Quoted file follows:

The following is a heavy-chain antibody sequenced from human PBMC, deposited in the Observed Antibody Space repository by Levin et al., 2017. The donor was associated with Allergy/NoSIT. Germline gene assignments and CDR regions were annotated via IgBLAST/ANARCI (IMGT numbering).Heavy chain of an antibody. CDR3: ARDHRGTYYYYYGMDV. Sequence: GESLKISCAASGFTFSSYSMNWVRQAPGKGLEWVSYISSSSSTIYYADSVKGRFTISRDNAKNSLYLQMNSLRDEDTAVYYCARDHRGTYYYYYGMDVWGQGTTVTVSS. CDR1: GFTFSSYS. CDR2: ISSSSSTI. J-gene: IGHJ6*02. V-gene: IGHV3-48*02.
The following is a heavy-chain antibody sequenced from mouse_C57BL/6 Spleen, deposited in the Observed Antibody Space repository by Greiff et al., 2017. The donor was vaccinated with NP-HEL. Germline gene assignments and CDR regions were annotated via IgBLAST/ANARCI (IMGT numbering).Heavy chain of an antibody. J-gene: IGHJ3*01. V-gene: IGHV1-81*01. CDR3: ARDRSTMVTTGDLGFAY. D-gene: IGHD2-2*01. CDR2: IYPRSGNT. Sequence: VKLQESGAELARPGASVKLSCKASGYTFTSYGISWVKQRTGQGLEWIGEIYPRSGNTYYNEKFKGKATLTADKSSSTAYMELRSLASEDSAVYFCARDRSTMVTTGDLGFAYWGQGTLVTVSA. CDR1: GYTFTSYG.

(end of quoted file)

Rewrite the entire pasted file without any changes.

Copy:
The following is a heavy-chain antibody sequenced from human PBMC, deposited in the Observed Antibody Space repository by Levin et al., 2017. The donor was associated with Allergy/NoSIT. Germline gene assignments and CDR regions were annotated via IgBLAST/ANARCI (IMGT numbering).Heavy chain of an antibody. CDR3: ARDHRGTYYYYYGMDV. Sequence: GESLKISCAASGFTFSSYSMNWVRQAPGKGLEWVSYISSSSSTIYYADSVKGRFTISRDNAKNSLYLQMNSLRDEDTAVYYCARDHRGTYYYYYGMDVWGQGTTVTVSS. CDR1: GFTFSSYS. CDR2: ISSSSSTI. J-gene: IGHJ6*02. V-gene: IGHV3-48*02.
The following is a heavy-chain antibody sequenced from mouse_C57BL/6 Spleen, deposited in the Observed Antibody Space repository by Greiff et al., 2017. The donor was vaccinated with NP-HEL. Germline gene assignments and CDR regions were annotated via IgBLAST/ANARCI (IMGT numbering).Heavy chain of an antibody. J-gene: IGHJ3*01. V-gene: IGHV1-81*01. CDR3: ARDRSTMVTTGDLGFAY. D-gene: IGHD2-2*01. CDR2: IYPRSGNT. Sequence: VKLQESGAELARPGASVKLSCKASGYTFTSYGISWVKQRTGQGLEWIGEIYPRSGNTYYNEKFKGKATLTADKSSSTAYMELRSLASEDSAVYFCARDRSTMVTTGDLGFAYWGQGTLVTVSA. CDR1: GYTFTSYG.